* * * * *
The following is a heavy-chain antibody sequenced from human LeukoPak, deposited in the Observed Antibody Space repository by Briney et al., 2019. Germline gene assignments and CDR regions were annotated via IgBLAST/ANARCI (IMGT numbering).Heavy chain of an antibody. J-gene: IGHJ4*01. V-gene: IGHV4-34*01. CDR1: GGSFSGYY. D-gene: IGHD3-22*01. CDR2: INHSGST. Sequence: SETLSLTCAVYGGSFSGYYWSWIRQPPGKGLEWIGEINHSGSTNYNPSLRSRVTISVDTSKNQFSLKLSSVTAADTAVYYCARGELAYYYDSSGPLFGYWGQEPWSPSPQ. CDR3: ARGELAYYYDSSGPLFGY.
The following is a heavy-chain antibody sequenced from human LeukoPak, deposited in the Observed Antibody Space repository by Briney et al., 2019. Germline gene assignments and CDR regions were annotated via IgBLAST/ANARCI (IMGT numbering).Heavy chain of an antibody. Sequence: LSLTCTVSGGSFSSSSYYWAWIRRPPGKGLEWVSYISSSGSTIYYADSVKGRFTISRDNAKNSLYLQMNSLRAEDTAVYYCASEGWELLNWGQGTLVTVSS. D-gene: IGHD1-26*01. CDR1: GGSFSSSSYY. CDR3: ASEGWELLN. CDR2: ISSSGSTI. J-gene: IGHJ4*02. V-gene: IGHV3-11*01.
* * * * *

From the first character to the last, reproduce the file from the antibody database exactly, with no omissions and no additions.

The following is a heavy-chain antibody sequenced from human LeukoPak, deposited in the Observed Antibody Space repository by Briney et al., 2019. Germline gene assignments and CDR regions were annotated via IgBLAST/ANARCI (IMGT numbering).Heavy chain of an antibody. J-gene: IGHJ4*01. V-gene: IGHV4-34*01. CDR1: GGSFSGYY. D-gene: IGHD3-22*01. CDR2: INHSGST. Sequence: SETLSLTCAVYGGSFSGYYWSWIRQPPGKGLEWIGEINHSGSTNYNPSLRSRVTISVDTSKNQFSLKLSSVTAADTAVYYCARGELAYYYDSSGPLFGYWGQEPWSPSPQ. CDR3: ARGELAYYYDSSGPLFGY.
The following is a heavy-chain antibody sequenced from human LeukoPak, deposited in the Observed Antibody Space repository by Briney et al., 2019. Germline gene assignments and CDR regions were annotated via IgBLAST/ANARCI (IMGT numbering).Heavy chain of an antibody. Sequence: LSLTCTVSGGSFSSSSYYWAWIRRPPGKGLEWVSYISSSGSTIYYADSVKGRFTISRDNAKNSLYLQMNSLRAEDTAVYYCASEGWELLNWGQGTLVTVSS. D-gene: IGHD1-26*01. CDR1: GGSFSSSSYY. CDR3: ASEGWELLN. CDR2: ISSSGSTI. J-gene: IGHJ4*02. V-gene: IGHV3-11*01.